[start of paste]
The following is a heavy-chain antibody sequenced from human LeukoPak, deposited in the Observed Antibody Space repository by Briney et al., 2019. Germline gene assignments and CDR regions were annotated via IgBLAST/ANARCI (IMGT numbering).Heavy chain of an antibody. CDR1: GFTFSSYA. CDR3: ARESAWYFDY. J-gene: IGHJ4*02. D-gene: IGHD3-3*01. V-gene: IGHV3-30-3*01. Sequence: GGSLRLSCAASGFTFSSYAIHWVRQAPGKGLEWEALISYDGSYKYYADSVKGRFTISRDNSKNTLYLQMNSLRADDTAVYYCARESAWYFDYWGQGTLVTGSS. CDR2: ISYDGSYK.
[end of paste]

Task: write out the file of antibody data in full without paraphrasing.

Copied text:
The following is a heavy-chain antibody sequenced from human LeukoPak, deposited in the Observed Antibody Space repository by Briney et al., 2019. Germline gene assignments and CDR regions were annotated via IgBLAST/ANARCI (IMGT numbering).Heavy chain of an antibody. CDR1: GFTFSSYA. CDR3: ARESAWYFDY. J-gene: IGHJ4*02. D-gene: IGHD3-3*01. V-gene: IGHV3-30-3*01. Sequence: GGSLRLSCAASGFTFSSYAIHWVRQAPGKGLEWEALISYDGSYKYYADSVKGRFTISRDNSKNTLYLQMNSLRADDTAVYYCARESAWYFDYWGQGTLVTGSS. CDR2: ISYDGSYK.